- Copies of any completed Forms 7200, Advance of Employer Credits Due To COVID-19, that the employer submitted to the IRS.
- Copies of the completed Forms 941, Employer’s Quarterly Federal Tax Return, that the employer submitted to the IRS (or, for employers that use third party payers to meet their employment tax obligations, records of information provided to the third party payer regarding the employer’s entitlement to the credit claimed on Form 941).
How should employers handle withholding and payroll? (IRS FAQ #58)
Employers will generally be able to handle payroll and withholding as usual, with the same deductions and withholding, as long as they maintain a clear record of amounts paid under the FFCRA. The employer reimbursement is handled through the quarterly tax credit (along with the advance credit application, if applicable).
When can the employer deny paid leave?
The written documentation supporting FFCRA leave is required. The employer can deny paid leave until the employee provides sufficient documentation. Employers are encouraged to give employees plenty of opportunity to provide documentation.
Paid leave is not available for employees who stay home without a qualifying reason. This includes employees who stay home without symptoms.
What about the <50 employee exemption?
The law allows employers with fewer than 50 employees to claim an exemption from the child care leave only. DOL Regs 826.40(b).
Claiming the exemption requires a determination by an “authorized officer” of the business that:
(i) The child care leave request “would result in the small business’s expenses and financial obligations exceeding available business revenues and cause the small business to cease operating at a minimal capacity”;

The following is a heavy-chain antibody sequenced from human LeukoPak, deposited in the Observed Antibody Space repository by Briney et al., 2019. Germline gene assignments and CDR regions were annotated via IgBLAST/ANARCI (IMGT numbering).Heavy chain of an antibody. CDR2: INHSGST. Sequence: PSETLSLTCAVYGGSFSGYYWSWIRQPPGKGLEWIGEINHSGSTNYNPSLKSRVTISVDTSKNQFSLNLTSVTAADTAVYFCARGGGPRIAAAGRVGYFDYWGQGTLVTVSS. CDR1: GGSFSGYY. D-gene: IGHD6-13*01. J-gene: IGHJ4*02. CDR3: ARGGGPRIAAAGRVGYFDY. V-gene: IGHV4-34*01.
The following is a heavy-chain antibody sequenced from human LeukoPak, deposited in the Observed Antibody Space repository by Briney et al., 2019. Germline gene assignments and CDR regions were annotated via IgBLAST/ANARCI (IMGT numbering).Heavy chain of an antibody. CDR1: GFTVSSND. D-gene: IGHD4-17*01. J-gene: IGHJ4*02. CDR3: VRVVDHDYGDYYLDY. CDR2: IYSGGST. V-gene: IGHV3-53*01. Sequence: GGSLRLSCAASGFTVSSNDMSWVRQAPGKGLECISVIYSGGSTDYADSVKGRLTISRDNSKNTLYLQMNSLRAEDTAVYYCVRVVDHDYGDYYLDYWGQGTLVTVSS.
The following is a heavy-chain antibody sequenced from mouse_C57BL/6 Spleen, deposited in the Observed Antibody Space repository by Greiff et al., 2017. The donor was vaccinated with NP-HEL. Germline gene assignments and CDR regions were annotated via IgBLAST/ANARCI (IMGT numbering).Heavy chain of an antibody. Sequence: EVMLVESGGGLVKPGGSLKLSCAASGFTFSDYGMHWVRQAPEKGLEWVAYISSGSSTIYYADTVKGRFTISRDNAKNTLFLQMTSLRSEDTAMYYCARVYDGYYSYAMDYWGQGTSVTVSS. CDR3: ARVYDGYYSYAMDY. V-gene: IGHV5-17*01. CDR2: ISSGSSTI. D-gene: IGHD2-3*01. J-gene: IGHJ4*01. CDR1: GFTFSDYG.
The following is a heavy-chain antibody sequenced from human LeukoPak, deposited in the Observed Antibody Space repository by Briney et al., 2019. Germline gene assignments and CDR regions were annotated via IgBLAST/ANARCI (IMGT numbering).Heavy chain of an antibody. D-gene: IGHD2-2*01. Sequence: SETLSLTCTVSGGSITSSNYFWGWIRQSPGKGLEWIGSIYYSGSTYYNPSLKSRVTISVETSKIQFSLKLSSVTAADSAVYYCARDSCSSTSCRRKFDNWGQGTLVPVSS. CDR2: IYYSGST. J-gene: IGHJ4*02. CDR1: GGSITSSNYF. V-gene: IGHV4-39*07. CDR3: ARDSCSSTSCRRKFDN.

(ii) The absence of the employee or employees requesting child care leave “would entail a substantial risk to the financial health or operational capabilities of the business because of their specialized skills, knowledge of the business, or responsibilities”; or
(iii) There are not sufficient workers who are able, willing, and qualified, and who will be available at the time and place needed, to perform the labor or services provided by the employee or employees requesting child care leave, and these labor or services are needed for the small business to operate at a minimal capacity.
The officer’s determination is kept in the employer’s files, and is not submitted to the DOL at the time of determination.
But employers should reflect on the penalties for improperly creating an exemption under the PSLA, which is considered an FLSA violation entitling employees to unpaid amounts, 100% liquidated damages, plus attorney fees; along with potential personal liability for the “authorized official” who prepared the determination. Weighing the murkiness of the exemption language, the relatively small cost of providing paid leave, and the severe penalty for getting the exemption, the <50 employee exemption as a trap for most employers.
Other exemptions: employers of health care providers and first responders; postal workers; some federal employees.
What about self-employed people?
The paid sick leave credit also applies to the self-employed. Self-employed people will claim the credits on their 2020 Forms 1040, and will count against their SECA tax. The amount of the tax credit for self employed taxpayers is based on a daily wage calculated by taking the individual’s net earnings for the year, divided by 260.
**This information is offered for discussion, marketing and news purposes and is not intended to constitute legal advice.**